Verktyg för bättre tillgänglighet
Hoppa direkt till sökvägen och hoppa över verktygen och språkvalet
The European Commission and the Spanish Presidency of the EU has on 21 January 2010 launched the 2010 European Year for Combating Poverty and Social Exclusion.
Under the slogan “Stop Poverty Now!”, the campaign aims to put the fight against poverty – which directly affects one in six Europeans – centre stage across the EU during 2010. European Commission President José Manuel Durão Barroso and Spanish Prime Minister José Luis Rodríguez Zapatero will inaugurate the Year at a launch event to be held tomorrow in Madrid.
"Combating poverty and social exclusion is an integral part of getting out of the crisis. It is too often the vulnerable in society who end up being hardest hit by the impacts of a recession. That is why the European Year 2010 should act as a catalyst to raise awareness and build momentum for a more inclusive society which is part and parcel of the EU’s future 2020 strategy that I have proposed" said Commission President José Manuel Durão Barroso (see speech).
Vladimír Špidla, Commissioner for Employment, Social Affairs and Equal Opportunities added: “One in six people in Europe face a daily struggle to make ends meet, but poverty can also affect the rest of us – and our societies as a whole. While most of the tools for tackling poverty are at national level, three-quarters of Europeans also expect the EU to help. The European Year puts this issue at the top of the agenda so that Europe as a whole can join forces to fight poverty and social exclusion." (see speech)
Almost 80 million Europeans – or 17% of people across the EU – currently live below the poverty threshold. This alarming fact has found a strong echo in public opinion, according to a recent Eurobarometer survey on attitudes to poverty. The vast majority of Europeans (73%) consider poverty to be a widespread problem in their country, with 89% calling for urgent action by their government to tackle the problem. While most people consider their national government as primarily responsible, 74% also expect the EU to play an important role.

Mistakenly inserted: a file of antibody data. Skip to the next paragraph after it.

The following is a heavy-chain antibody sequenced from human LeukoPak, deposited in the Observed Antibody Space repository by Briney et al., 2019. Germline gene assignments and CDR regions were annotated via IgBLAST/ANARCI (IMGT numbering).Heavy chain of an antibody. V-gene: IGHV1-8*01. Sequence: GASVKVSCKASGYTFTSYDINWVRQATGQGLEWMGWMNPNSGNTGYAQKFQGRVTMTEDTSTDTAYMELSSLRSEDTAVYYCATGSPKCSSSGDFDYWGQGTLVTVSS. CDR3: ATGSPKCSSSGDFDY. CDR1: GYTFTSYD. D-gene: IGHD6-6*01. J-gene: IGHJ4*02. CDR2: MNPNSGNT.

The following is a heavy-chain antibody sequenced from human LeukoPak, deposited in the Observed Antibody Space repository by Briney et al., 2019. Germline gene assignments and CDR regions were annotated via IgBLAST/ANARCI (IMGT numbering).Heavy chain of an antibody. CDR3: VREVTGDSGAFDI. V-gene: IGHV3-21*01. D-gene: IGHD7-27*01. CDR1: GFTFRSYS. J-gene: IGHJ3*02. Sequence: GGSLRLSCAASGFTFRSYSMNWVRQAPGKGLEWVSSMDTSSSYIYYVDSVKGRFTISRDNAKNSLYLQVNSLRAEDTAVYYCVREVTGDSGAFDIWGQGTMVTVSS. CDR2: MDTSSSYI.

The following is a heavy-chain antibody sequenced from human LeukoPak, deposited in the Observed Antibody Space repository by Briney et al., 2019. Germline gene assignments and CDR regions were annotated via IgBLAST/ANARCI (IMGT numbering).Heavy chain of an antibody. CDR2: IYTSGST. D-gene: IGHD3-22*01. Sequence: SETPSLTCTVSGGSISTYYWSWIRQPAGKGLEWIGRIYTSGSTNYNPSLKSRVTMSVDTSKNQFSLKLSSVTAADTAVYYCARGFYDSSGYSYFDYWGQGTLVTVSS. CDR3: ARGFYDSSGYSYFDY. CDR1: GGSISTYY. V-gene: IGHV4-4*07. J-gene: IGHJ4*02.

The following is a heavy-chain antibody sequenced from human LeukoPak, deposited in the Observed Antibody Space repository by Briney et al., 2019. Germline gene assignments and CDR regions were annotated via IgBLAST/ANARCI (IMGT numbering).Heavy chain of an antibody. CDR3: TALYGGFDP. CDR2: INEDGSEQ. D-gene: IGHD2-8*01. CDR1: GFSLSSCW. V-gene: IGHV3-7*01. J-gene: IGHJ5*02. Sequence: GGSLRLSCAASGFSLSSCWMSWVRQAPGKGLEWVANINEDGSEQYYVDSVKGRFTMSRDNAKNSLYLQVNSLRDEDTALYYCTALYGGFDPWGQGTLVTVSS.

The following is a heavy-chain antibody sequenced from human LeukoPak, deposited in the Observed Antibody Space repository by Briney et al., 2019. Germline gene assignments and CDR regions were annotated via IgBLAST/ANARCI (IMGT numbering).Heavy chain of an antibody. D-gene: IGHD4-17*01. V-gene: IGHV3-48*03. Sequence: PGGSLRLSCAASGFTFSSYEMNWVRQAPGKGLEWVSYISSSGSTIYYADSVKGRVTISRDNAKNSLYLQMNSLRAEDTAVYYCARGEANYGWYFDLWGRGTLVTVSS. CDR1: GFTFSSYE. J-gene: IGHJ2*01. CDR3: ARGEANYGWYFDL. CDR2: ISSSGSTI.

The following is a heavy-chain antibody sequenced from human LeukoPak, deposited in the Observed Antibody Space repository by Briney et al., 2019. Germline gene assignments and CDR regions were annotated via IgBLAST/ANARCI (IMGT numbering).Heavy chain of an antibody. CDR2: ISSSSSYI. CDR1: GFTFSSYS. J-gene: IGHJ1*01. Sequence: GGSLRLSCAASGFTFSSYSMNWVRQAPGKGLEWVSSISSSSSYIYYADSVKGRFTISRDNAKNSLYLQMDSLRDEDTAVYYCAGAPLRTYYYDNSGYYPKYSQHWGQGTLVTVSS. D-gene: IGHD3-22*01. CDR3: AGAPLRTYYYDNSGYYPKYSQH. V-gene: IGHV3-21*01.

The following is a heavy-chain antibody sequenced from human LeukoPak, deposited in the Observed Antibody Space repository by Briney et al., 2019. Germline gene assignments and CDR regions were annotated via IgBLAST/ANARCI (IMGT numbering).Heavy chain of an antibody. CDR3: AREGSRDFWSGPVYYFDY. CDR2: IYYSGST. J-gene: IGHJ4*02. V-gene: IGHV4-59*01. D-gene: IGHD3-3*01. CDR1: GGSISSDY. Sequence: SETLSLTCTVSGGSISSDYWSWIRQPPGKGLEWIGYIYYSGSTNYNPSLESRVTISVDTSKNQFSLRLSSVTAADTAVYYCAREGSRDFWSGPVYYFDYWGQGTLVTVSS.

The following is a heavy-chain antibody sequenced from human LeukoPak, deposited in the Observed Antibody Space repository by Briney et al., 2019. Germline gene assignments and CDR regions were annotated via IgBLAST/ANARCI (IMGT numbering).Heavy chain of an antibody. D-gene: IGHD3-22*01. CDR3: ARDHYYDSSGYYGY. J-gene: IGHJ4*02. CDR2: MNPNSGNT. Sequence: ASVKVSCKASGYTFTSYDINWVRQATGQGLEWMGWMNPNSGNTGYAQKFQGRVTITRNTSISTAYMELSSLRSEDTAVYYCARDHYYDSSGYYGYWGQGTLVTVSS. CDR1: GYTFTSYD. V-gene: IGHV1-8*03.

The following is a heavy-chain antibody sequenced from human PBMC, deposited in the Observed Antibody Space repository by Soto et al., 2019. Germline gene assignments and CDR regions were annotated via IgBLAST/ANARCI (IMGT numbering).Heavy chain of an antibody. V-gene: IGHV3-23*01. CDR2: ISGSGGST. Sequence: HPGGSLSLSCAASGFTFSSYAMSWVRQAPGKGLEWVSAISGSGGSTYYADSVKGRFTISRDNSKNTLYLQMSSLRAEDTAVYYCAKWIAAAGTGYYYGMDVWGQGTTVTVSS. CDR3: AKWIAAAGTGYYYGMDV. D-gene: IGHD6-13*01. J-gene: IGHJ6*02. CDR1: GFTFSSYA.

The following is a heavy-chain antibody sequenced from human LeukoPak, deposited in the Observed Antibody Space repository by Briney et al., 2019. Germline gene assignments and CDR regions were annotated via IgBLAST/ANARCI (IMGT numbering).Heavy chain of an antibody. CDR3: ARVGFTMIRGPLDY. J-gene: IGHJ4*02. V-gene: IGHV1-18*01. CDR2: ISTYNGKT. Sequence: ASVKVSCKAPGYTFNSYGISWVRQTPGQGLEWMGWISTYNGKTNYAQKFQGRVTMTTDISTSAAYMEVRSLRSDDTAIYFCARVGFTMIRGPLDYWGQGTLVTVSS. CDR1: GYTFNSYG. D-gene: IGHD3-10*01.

The 2010 European Year aims to raise greater awareness of the causes and consequences of poverty in Europe, both among key players such as governments and social partners and among the public at large. It also aims to mobilise these different partners in the fight against poverty; promote social integration and inclusion; and encourage clear commitments on drawing up EU and national policies to tackle poverty and social exclusion.
The Year's activities will be largely decentralised, with national programmes drawn up by each of the 29 countries taking part (the 27 EU countries plus Norway and Iceland). A €17 million budget will support awareness-raising campaigns at European and national levels and hundreds of national projects linked to the different national priorities.
The European Year communication campaign will include a journalists’ competition, an art initiative and two 'focus weeks', when various national events around the EU will be concentrated over two weeks in May and in October. The Year will end with a closing conference on 17 December in Brussels, under the Belgian Presidency of the EU.
The campaign website (http://www.2010againstpoverty.eu) includes a partners' platform to stimulate networking and joint initiatives among key actors, such as civil society organisations, local and regional authorities. The website will also showcase events held in each of the participating countries.